Tuesday, July 28, 2009

A farewell to Stanley Middleton

Thanks to the all-knowing Dave Lull for alerting me to the sad death, just short of his 90th birthday, of Stanley Middleton.  I've written before of my enthusiasm for Middleton's work.  Despite his winning one of the earliest Booker prizes for his novel Holiday in 1974, Middleton remains perhaps one of the most under-rated of British novelists.  His work is resolutely unfashionable, dealing with middle-class, middle-English, largely uneventful lives.  And yet his prose is capitivating, and his plotting turns the minutiae of everyday living into gripping narratives.

Middleton's death doesn't yet seem to have reached the British press, other than The Guardian.  I hope that other obituaries will appear in due course.  In the meantime, thanks to Dave for drawing my attention to this piece by Ross Bradshaw of Nottingham-based Five Leaves Press, excellent current publishers not only of Middleton's Holiday, but also of a series of splendid short crime books by the likes of John Harvey, Stephen Booth and Lawrence Block.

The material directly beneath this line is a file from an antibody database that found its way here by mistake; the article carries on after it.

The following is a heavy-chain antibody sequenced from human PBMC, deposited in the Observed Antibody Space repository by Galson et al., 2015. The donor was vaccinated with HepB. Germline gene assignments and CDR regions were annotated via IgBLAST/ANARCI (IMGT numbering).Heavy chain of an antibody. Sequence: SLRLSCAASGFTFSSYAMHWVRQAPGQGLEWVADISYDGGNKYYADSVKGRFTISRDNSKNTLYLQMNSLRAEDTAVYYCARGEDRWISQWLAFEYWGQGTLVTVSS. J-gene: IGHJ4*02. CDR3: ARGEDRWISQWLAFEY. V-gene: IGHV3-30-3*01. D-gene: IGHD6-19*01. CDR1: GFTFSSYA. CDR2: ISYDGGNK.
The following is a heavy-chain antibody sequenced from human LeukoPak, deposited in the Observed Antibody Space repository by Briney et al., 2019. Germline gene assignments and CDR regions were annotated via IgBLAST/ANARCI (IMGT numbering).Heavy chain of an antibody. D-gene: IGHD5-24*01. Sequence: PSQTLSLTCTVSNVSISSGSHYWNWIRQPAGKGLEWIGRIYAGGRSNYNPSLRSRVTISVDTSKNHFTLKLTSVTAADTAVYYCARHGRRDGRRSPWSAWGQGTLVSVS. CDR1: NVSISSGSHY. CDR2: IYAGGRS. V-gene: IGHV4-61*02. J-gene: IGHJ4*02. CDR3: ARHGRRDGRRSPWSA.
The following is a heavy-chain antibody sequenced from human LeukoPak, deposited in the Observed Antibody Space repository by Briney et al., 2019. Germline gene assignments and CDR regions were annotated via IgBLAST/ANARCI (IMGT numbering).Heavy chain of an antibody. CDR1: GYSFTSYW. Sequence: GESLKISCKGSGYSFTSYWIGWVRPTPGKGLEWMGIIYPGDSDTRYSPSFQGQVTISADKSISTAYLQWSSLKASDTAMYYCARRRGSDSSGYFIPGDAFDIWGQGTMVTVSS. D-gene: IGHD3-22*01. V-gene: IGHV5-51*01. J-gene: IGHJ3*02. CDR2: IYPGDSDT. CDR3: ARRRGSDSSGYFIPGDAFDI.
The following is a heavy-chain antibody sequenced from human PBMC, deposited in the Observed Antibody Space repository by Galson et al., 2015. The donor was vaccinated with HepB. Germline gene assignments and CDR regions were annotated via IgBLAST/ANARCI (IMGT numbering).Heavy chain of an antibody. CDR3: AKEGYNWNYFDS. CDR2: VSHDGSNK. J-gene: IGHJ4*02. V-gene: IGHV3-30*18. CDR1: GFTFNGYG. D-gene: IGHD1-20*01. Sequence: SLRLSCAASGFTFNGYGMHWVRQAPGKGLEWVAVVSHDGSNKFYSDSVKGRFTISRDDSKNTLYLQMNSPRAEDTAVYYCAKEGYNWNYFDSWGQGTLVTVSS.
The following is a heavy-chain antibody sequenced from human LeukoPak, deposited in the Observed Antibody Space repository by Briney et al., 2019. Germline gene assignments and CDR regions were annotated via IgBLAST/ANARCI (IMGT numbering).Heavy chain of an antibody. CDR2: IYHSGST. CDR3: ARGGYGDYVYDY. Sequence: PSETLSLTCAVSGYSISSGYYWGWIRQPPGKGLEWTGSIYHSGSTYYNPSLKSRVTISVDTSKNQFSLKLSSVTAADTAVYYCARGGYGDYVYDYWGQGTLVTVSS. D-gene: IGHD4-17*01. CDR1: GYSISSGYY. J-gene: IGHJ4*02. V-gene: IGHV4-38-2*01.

Update: Today's Guardian carries an excellent obituary on Middleton, written by Professor Philip Davis, who was himself one of Middleton's pupils. 


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